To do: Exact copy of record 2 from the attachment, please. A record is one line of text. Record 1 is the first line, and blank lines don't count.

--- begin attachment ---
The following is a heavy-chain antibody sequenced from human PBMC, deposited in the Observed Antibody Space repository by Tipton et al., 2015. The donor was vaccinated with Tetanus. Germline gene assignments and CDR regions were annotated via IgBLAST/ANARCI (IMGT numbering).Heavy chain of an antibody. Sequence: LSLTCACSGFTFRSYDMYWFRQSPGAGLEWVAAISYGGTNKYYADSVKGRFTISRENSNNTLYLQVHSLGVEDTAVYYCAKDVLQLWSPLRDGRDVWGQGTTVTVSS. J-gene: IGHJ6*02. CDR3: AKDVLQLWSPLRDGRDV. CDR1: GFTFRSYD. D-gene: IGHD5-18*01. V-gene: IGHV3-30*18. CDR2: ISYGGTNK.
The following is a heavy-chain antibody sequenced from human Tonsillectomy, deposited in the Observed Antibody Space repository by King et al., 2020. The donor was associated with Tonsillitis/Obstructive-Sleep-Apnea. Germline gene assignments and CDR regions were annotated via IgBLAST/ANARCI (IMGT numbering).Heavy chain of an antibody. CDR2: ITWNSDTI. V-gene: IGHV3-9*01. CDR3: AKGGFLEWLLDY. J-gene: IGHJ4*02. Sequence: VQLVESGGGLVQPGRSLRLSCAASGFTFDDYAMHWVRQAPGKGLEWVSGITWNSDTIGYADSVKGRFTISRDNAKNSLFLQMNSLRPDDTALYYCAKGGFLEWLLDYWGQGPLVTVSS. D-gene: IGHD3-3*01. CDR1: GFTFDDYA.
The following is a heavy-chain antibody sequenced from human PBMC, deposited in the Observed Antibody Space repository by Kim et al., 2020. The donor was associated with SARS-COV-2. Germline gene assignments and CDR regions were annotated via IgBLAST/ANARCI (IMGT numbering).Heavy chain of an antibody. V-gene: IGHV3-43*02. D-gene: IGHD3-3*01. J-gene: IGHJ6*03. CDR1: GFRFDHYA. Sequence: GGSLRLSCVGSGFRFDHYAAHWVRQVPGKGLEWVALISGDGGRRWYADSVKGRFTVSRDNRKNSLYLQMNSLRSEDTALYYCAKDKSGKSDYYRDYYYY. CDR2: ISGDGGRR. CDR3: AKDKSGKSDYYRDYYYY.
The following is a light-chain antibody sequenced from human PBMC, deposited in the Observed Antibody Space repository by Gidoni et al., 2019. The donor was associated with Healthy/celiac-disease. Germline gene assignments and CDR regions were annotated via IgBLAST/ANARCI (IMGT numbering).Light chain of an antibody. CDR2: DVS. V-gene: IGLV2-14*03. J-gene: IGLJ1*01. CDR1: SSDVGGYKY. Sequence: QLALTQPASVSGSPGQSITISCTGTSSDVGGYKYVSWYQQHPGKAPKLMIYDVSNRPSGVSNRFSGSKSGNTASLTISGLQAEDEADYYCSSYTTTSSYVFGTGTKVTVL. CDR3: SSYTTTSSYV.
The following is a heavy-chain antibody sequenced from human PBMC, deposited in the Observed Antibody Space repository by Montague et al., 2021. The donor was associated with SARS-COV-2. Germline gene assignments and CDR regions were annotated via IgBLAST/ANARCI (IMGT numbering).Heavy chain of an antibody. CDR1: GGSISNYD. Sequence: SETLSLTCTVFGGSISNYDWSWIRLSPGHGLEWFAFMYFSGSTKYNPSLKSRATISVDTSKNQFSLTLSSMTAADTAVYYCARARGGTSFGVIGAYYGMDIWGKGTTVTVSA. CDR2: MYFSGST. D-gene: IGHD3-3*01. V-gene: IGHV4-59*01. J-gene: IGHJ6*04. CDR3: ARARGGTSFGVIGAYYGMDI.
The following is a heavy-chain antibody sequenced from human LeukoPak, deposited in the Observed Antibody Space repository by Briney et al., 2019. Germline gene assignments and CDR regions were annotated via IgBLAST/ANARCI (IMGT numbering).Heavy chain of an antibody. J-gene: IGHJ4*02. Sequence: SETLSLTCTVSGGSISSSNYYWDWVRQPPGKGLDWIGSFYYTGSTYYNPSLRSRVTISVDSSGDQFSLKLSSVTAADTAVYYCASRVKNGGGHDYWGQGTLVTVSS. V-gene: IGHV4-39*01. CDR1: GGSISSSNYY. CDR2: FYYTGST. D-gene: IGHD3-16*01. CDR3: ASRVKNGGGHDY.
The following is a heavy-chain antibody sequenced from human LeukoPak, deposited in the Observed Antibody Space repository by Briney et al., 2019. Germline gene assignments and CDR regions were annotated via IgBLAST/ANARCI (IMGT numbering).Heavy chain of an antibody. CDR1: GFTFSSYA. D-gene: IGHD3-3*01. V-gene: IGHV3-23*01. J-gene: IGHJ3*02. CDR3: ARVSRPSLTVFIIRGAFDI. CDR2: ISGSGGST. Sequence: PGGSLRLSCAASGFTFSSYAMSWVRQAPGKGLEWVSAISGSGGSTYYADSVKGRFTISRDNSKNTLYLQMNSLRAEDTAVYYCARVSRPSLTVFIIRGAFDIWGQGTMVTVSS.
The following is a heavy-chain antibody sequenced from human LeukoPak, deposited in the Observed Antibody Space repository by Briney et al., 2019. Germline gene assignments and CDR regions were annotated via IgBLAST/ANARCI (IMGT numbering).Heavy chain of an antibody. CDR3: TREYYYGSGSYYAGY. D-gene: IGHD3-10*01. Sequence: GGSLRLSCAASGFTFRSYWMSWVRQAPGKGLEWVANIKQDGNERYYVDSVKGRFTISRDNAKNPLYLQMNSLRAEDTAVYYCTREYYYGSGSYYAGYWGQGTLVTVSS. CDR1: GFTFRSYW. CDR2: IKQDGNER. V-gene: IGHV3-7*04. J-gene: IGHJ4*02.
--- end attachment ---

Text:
The following is a heavy-chain antibody sequenced from human Tonsillectomy, deposited in the Observed Antibody Space repository by King et al., 2020. The donor was associated with Tonsillitis/Obstructive-Sleep-Apnea. Germline gene assignments and CDR regions were annotated via IgBLAST/ANARCI (IMGT numbering).Heavy chain of an antibody. CDR2: ITWNSDTI. V-gene: IGHV3-9*01. CDR3: AKGGFLEWLLDY. J-gene: IGHJ4*02. Sequence: VQLVESGGGLVQPGRSLRLSCAASGFTFDDYAMHWVRQAPGKGLEWVSGITWNSDTIGYADSVKGRFTISRDNAKNSLFLQMNSLRPDDTALYYCAKGGFLEWLLDYWGQGPLVTVSS. D-gene: IGHD3-3*01. CDR1: GFTFDDYA.